Supporting young people who work with us

Young people who get involved with us generally report finding the experience beneficial end enjoy the opportunity to directly shape mental health research. However, the work that we do often involves the discussion of sensitive and challenging topics. While McPin are not a mental health support group, we do have provisions in place and safeguarding training to ensure that we prioritise the wellbeing of the young people that we work with.  

1. Identifying individual needs

Because everyone has different preferences, we think it is important to actively involve the young person in putting a safety plan in place. When they first join us, we ask if they have other mental health support currently. This could be as informal as talking to a friend, a relative, or accessing therapy. This information helps us to know what options are available if they have a difficult experience during one of our meetings.

We will also work with the young person to find out what support we can directly offer. If someone has a particular request (for example, perhaps they find a particular mental health topic difficult), we will offer to discuss the different options available to them (e.g as listed under the ‘during meetings’ section). We will offer an individual telephone or zoom call to do this.

2. During meetings

 In addition to our ground rules, some of the steps that we take to help keep young people safe are listed below:

  • We request to see everyone on camera at the beginning of the meeting and once we have seen everyone, the chair will give attendees permission to switch them off if they wish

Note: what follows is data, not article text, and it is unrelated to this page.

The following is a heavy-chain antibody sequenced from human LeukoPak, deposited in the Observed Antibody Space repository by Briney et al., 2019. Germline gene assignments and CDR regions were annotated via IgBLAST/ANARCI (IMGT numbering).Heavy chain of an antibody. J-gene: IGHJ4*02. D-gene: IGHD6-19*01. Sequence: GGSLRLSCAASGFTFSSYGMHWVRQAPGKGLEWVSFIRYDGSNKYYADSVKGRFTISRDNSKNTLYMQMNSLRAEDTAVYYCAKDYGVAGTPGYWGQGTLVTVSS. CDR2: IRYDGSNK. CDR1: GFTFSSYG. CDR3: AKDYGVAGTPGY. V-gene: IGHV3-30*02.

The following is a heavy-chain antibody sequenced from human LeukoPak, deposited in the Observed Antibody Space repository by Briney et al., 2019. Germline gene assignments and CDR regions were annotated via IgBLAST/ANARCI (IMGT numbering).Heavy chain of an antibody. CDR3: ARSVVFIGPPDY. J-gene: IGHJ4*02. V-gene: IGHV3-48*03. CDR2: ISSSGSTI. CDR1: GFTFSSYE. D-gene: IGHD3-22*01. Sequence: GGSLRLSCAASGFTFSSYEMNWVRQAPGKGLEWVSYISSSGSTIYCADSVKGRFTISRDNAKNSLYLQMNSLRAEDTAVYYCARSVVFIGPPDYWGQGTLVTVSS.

• Giving people advance notice of what will be discussed in meetings, including relevant trigger warnings
  • Ensuring that the primary focus of discussion is the research study itself, rather than people’s personal experiences 
  • Offering a debrief after meetings
  • Have two members of staff attend each meeting – so one member of staff is always available to support people individually in case of any issues
  • Seek feedback after each meeting  

3. In between meetings

For the work that we do with young people outside of meetings – such as opportunities sent to the network by email or through digital platforms like slack and basecamp – we take the following steps to ensure their safety:

  • We discourage private messaging between young people and request that any unwanted messages are reported to us
  • We use trigger warnings in the subject line of emails, and young people can opt out at any time if they prefer not to engage with a particular topic

4. In the event of a crisis

If we thought that someone’s health was being affected negatively then we would always:

  • Put that person’s welfare and wishes first. We request an emergency contact from a trusted adult for each young person. We would only contact them if there was ever a significant concern
  • Try to run meetings differently to make sure that the person could still be involved. Depending in the situation we might suggest that the person concerned step away from the study for a time
  • Recommend services and organisations that could be appropriate for them

5. More information

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Mental Health Support

If you would like mental health support, please access our Support Page.